The liberal church I grew up in had pastors who did not believe that the lost went to Hell or that we could know God's will; rather we were to be "good people" and to make the world a better place. We could have a rough idea about what "good" meant from certain parts of the Bible, such as the Sermon on the Mount, but we couldn't be sure about things such as the blood atonement. Friesen's essay and most others in this Emergent book echo that same theme. Supposedly, beliefs are a paradox of contradictions but we can build an ethic out of such paradoxes. We're sorry, but contradictions are meaningless. Ethics do not come from paradox and contradiction; they come from the clear teachings of the Bible. But Friesen says, "Part of the hope signified by the existence of the Emergent Village is an ethic of orthoparadoxy."20 Evidently a fan of the Hegelian synthesis, Friesen, using his own emphasis, says: "The more irreconcilable various theological positions appear to be, the closer we are to experiencing truth."21 Try applying that principle to Paul's debate with the Galatian Judaizers! What exactly does the contradiction between salvation by faith and salvation by works synthesize into? Paul anathematized them and asserted his gospel to be true. How unemergent of him.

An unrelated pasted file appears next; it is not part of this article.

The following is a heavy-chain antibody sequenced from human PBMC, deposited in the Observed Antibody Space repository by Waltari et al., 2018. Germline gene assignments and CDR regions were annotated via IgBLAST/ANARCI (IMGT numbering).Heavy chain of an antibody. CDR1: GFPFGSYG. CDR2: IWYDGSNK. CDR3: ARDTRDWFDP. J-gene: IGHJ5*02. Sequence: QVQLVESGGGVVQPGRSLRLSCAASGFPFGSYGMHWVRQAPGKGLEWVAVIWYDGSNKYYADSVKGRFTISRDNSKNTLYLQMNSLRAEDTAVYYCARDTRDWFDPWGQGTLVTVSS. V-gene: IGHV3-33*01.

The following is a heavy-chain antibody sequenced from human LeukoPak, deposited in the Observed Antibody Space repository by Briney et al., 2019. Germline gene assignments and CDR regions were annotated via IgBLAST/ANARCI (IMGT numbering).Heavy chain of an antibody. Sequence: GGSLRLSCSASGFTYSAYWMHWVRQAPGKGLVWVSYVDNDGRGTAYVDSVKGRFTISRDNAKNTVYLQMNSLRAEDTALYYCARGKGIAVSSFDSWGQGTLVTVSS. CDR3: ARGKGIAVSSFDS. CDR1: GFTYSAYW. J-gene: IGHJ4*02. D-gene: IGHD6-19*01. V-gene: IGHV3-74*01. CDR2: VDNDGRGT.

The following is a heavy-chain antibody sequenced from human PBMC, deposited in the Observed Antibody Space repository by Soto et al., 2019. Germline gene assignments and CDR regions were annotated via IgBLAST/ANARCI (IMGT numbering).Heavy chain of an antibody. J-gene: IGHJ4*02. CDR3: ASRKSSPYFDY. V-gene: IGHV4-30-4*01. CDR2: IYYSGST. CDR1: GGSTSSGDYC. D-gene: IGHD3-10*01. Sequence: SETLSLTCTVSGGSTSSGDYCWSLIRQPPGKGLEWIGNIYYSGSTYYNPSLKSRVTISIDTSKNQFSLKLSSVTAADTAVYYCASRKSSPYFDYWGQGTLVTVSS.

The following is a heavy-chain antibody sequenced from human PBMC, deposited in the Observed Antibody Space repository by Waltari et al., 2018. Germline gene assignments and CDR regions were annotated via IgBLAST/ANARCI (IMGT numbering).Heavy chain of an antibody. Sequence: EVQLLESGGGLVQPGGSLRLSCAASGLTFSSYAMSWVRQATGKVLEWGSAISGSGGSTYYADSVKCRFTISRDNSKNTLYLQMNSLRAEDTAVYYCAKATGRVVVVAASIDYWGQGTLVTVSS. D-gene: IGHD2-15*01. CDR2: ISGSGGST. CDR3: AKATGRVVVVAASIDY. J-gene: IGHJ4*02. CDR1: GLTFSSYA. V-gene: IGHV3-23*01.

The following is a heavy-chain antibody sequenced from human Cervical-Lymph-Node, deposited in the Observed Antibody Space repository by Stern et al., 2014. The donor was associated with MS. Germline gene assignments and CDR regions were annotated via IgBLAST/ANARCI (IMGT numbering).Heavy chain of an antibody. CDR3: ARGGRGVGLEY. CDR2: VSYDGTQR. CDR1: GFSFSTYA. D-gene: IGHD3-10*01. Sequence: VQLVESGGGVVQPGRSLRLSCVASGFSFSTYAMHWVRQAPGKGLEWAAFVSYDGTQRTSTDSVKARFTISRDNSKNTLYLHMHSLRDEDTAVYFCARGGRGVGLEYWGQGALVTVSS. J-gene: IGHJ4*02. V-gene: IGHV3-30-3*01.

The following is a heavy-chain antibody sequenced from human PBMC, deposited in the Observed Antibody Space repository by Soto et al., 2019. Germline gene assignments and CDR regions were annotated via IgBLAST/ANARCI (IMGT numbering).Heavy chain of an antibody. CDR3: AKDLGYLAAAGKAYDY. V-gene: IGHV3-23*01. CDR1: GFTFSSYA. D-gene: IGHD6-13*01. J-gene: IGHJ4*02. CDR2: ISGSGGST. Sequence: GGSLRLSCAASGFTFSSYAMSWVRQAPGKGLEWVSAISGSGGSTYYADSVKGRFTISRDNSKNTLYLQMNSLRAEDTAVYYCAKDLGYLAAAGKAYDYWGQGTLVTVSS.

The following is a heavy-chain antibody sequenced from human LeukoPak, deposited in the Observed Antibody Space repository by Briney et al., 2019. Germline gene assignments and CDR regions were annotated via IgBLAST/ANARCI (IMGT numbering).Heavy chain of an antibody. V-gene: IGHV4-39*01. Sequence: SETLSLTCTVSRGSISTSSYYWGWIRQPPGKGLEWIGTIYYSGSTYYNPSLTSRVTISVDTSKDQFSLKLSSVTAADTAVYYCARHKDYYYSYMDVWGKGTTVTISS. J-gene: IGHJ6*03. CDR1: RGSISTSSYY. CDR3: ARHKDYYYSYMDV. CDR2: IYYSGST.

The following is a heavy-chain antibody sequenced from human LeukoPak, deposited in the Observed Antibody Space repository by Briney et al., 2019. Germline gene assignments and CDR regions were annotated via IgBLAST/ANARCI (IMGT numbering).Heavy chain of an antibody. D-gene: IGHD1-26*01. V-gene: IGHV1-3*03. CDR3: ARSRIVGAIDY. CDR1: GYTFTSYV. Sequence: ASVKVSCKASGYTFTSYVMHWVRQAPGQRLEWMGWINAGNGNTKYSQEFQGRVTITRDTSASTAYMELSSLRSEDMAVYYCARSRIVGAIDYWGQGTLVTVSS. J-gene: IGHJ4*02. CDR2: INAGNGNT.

Space forbids more critiquing of these essays. We could deal with the social gospel, the feminist gospel, the green gospel, and various other versions of theological liberalism found in An Emergent Manifesto of Hope, but the reader gets the idea. I am not shocked that theological liberalism exists; it was the religion of my youth. I am not shocked that many people embrace theological liberalism; it's been here for 130 years or more. I am not shocked that the leaders of the Emergent movement embrace theological liberalism. But I am shocked that people like Brian McLaren are called "evangelical" in national publications. If these beliefs are indeed "evangelical" then liberalism and evangelicalism have become synonymous. Perhaps they have. But in any case, the term Emergent is clearly linked to theological liberalism. Those involved in the movement who are not theological liberals should read this book and conclude that they do not belong in the movement. If they continue to call themselves Emergent or even Emerging they will be seen as liberals whether they like it or not.